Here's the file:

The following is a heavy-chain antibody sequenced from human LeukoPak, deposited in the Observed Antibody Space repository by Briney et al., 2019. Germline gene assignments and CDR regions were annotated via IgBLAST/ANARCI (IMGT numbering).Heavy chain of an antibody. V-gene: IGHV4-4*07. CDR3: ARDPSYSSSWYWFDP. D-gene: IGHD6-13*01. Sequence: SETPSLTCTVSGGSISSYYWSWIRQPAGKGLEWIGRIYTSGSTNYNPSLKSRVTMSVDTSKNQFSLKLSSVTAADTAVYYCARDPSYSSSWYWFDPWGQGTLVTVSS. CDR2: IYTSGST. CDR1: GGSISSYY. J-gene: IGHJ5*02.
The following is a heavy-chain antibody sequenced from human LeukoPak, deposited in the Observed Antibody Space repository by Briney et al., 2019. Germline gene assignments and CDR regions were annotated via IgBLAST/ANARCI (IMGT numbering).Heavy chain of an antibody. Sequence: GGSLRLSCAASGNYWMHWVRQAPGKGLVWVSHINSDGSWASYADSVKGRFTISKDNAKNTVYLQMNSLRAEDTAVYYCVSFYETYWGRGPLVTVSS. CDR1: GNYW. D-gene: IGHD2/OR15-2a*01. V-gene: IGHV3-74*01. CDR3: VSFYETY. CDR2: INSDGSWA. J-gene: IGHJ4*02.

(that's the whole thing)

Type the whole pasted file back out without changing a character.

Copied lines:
The following is a heavy-chain antibody sequenced from human LeukoPak, deposited in the Observed Antibody Space repository by Briney et al., 2019. Germline gene assignments and CDR regions were annotated via IgBLAST/ANARCI (IMGT numbering).Heavy chain of an antibody. V-gene: IGHV4-4*07. CDR3: ARDPSYSSSWYWFDP. D-gene: IGHD6-13*01. Sequence: SETPSLTCTVSGGSISSYYWSWIRQPAGKGLEWIGRIYTSGSTNYNPSLKSRVTMSVDTSKNQFSLKLSSVTAADTAVYYCARDPSYSSSWYWFDPWGQGTLVTVSS. CDR2: IYTSGST. CDR1: GGSISSYY. J-gene: IGHJ5*02.
The following is a heavy-chain antibody sequenced from human LeukoPak, deposited in the Observed Antibody Space repository by Briney et al., 2019. Germline gene assignments and CDR regions were annotated via IgBLAST/ANARCI (IMGT numbering).Heavy chain of an antibody. Sequence: GGSLRLSCAASGNYWMHWVRQAPGKGLVWVSHINSDGSWASYADSVKGRFTISKDNAKNTVYLQMNSLRAEDTAVYYCVSFYETYWGRGPLVTVSS. CDR1: GNYW. D-gene: IGHD2/OR15-2a*01. V-gene: IGHV3-74*01. CDR3: VSFYETY. CDR2: INSDGSWA. J-gene: IGHJ4*02.